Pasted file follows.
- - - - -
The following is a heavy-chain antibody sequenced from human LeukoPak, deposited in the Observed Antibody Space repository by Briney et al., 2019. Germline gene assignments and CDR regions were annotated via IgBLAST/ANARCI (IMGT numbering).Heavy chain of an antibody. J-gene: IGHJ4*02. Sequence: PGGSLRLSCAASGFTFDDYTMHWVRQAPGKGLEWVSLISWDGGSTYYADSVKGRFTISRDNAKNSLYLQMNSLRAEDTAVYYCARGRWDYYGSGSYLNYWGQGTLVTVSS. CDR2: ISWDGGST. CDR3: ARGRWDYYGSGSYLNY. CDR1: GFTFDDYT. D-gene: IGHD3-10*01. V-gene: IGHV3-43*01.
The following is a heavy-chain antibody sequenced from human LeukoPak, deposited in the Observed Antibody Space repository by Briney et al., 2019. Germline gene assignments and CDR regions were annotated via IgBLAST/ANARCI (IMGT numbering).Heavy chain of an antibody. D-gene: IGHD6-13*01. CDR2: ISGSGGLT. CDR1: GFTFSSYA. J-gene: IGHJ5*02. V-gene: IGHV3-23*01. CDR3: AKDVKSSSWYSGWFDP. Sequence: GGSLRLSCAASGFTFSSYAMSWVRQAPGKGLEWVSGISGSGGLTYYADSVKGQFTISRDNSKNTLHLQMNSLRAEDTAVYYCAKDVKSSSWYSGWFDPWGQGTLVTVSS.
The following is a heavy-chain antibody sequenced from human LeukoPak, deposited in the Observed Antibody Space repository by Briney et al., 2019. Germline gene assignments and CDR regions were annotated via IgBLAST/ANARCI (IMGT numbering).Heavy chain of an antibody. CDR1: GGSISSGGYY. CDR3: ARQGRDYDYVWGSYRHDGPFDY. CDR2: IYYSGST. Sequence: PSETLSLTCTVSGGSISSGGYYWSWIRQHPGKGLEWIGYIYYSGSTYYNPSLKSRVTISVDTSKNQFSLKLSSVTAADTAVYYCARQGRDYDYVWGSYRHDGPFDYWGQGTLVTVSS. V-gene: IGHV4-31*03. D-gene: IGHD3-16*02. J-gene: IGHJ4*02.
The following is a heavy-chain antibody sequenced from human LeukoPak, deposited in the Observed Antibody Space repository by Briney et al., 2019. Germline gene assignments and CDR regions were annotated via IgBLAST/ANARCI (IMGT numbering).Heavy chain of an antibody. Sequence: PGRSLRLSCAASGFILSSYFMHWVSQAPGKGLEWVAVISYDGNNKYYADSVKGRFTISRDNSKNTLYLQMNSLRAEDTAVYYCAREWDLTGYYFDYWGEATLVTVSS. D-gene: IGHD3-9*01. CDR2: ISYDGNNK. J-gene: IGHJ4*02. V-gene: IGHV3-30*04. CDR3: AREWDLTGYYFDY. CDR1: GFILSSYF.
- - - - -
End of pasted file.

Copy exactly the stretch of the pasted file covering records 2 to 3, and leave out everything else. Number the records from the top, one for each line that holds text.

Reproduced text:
The following is a heavy-chain antibody sequenced from human LeukoPak, deposited in the Observed Antibody Space repository by Briney et al., 2019. Germline gene assignments and CDR regions were annotated via IgBLAST/ANARCI (IMGT numbering).Heavy chain of an antibody. D-gene: IGHD6-13*01. CDR2: ISGSGGLT. CDR1: GFTFSSYA. J-gene: IGHJ5*02. V-gene: IGHV3-23*01. CDR3: AKDVKSSSWYSGWFDP. Sequence: GGSLRLSCAASGFTFSSYAMSWVRQAPGKGLEWVSGISGSGGLTYYADSVKGQFTISRDNSKNTLHLQMNSLRAEDTAVYYCAKDVKSSSWYSGWFDPWGQGTLVTVSS.
The following is a heavy-chain antibody sequenced from human LeukoPak, deposited in the Observed Antibody Space repository by Briney et al., 2019. Germline gene assignments and CDR regions were annotated via IgBLAST/ANARCI (IMGT numbering).Heavy chain of an antibody. CDR1: GGSISSGGYY. CDR3: ARQGRDYDYVWGSYRHDGPFDY. CDR2: IYYSGST. Sequence: PSETLSLTCTVSGGSISSGGYYWSWIRQHPGKGLEWIGYIYYSGSTYYNPSLKSRVTISVDTSKNQFSLKLSSVTAADTAVYYCARQGRDYDYVWGSYRHDGPFDYWGQGTLVTVSS. V-gene: IGHV4-31*03. D-gene: IGHD3-16*02. J-gene: IGHJ4*02.